"President Putin is continuing to escalate this war in a manner that is totally unacceptable," Ambassador Linda Thomas-Greenfield said in a quote used by The Washington Post. "And we have to continue to condemn his actions in the most strong, strongest possible way."

Overnight, Russian attacks in the Ukraine capital of Kyiv advanced to the east into Kharkiv where citizens braced for a full attack.

"The past night was tough – more shelling, more bombing of residential areas and civilian infrastructure," Ukrainian President Volodymyr Zelenskyy said. "There is not a single facility in the country that the occupiers wouldn't consider as admissible targets."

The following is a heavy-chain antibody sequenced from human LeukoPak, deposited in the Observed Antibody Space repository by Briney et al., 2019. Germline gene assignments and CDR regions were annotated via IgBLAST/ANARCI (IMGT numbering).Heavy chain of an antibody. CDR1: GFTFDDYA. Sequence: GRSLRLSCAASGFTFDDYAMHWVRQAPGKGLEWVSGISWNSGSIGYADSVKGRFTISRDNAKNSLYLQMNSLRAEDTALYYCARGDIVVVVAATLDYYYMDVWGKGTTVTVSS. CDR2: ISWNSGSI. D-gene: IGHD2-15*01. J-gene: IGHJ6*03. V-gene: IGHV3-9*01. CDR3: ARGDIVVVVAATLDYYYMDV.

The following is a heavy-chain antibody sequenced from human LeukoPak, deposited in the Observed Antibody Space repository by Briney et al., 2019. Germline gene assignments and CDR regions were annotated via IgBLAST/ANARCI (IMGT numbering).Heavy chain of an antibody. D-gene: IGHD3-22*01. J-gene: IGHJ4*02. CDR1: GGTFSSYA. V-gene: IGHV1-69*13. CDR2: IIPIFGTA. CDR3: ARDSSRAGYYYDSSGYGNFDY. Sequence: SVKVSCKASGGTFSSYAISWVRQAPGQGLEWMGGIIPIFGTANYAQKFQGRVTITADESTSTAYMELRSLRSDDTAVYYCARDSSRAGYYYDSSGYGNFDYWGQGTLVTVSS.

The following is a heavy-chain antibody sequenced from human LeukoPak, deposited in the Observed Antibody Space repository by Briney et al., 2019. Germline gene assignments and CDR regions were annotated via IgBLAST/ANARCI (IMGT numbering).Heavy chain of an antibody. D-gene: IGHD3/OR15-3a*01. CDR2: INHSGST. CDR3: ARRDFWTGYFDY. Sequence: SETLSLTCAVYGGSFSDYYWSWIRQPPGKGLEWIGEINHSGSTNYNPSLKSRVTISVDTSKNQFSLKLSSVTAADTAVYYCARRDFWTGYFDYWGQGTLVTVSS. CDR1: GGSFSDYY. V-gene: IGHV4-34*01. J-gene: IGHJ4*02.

To assist with their defense against Russian attack, Ukraine government has approved the release of prisoners with military experience so that they might help in the fight for their country which grows more dire as the days progress.

Ukrainian military deputy commander Lt.-Gen. Yevhen Moisiuk issued a statement to Russian troops via a video posted to Facebook saying "Unload your weapons, raise your hands so that our servicemen and civilians can understand that you have heard us. This is your ticket home."